First post, by JoJo_Reloaded
Here is my latest build: DooM
This is a try to build the beefiest 386 ever, along having other perks, such as many sound systems or doing live overclock to the CPU.
That's it, in this computer you can change the CPU speed in real time with the push of a button:
At boot the system starts at its stock speed, 40mhz, but we can change it on the fly to 50, 55 and 60mhz. Apart from that, using the turbo switch we can select also 20, 25, 28 and 30mhz.
DooM power is flowing through its veins...
Without further ado, here is the build running:
Those are its specs:
- CPU 80386 DX (20 - 60 mhz)
- 8 mb de ram 60ns
- 128 kb cache 12ns
- Storage via a CF (using XT-ide bios)
- 3 1/2 1.44mb floppy
- SVGA Tseng Labs ET4000 1mb.
- Sound blaster 2.0 with CMS chips
- General Midi and Roland MT-32 support via S2P
- TI SN76496 support via TNDLPT (prototype unit)
The system is compatible with these sound standards:
- pc speaker
- tandy / pcjr
- game blaster
- sound blaster
- Roland MT-32
- General Midi
The origins of this build come from my overclock experiments. Yes, that's one of my hobbies, trying to overclock old PCs.
This of course needs many xtal or osc changes, but many times I can't find the correct one. I need a 37.5mhz one and only can find a 35mhz or a 40mhz...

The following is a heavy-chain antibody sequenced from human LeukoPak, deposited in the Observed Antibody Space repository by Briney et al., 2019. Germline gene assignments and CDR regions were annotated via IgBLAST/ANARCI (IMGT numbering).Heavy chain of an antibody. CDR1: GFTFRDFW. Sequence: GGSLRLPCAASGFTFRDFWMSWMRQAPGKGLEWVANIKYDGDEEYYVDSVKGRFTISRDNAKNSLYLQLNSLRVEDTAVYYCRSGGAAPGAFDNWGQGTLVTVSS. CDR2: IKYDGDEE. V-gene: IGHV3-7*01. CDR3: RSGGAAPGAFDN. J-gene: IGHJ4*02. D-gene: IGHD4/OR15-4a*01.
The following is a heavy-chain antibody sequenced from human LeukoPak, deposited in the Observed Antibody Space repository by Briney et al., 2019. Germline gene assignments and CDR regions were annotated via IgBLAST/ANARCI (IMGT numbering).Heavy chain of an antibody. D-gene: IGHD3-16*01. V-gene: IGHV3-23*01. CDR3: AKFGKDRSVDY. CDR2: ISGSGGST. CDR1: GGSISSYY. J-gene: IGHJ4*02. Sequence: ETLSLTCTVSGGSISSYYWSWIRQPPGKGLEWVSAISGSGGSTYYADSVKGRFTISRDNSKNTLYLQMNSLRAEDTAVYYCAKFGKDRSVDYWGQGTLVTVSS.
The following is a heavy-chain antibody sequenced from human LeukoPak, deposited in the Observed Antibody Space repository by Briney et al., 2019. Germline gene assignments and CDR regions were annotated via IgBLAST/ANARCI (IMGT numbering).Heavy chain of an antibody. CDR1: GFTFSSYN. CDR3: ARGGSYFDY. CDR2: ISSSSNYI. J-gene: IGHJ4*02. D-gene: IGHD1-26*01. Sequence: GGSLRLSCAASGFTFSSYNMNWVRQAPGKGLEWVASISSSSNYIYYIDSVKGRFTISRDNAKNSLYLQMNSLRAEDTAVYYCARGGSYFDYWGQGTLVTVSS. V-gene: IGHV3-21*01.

I thought of building my own programabble oscillator and found this clock generator:
The Adafruit Si5351A clock generator. This and an Arduino can generate square waves from 8khz to 160mhz with a compatible logic for 3v or 5v, perfect for my TTL system.
Here is my custom oscillator adapted to a dip 14 socket.
With that I tried several motherboards and found one, an AMD 386-40 one that surprised me...
I never thought of a 386 running at 60mhz, even it is not entirely stable. We can blame the cache memory for it, even upgaded from 20ns chips to 12ns, the cache tag chip is the same, and can't find a replacement that keeps the system stable at 60mhz. Maybe one day 😀
In any case, at 55mhz the system is perfectly stable and we are talking a huge overclock here, +37.5%. The CPU overheats, but this is no problem...
My initial tests were with that big-ass cooler, but after 30 minutes or so the system went unstable. We needed more juice, so, here enters the peltier:
A 60w peltier keeps the CPU at stable temperatures, so that's it.
I used thermal glue to attach the cpu to the peltier, and more to join the peltier with the cooler, but the result was not as robust as I needed, because the cooler I'm using, one designed for Athlons XP, is somewhat heavy.
As these motherboards doesn't have any means to attach coolers I needed to attach it to the case, using a steel rod from side to side:
For controlling the logic, the clock generation circuit, the select buttons, the system start button, and the skull eyes there is an Arduino UNO doing all the work...
And for decoration I attached a lcd screen playing 'doom videos' with a raspberry pi...
... and a Doom sticker:
And that's all, I hope you like it!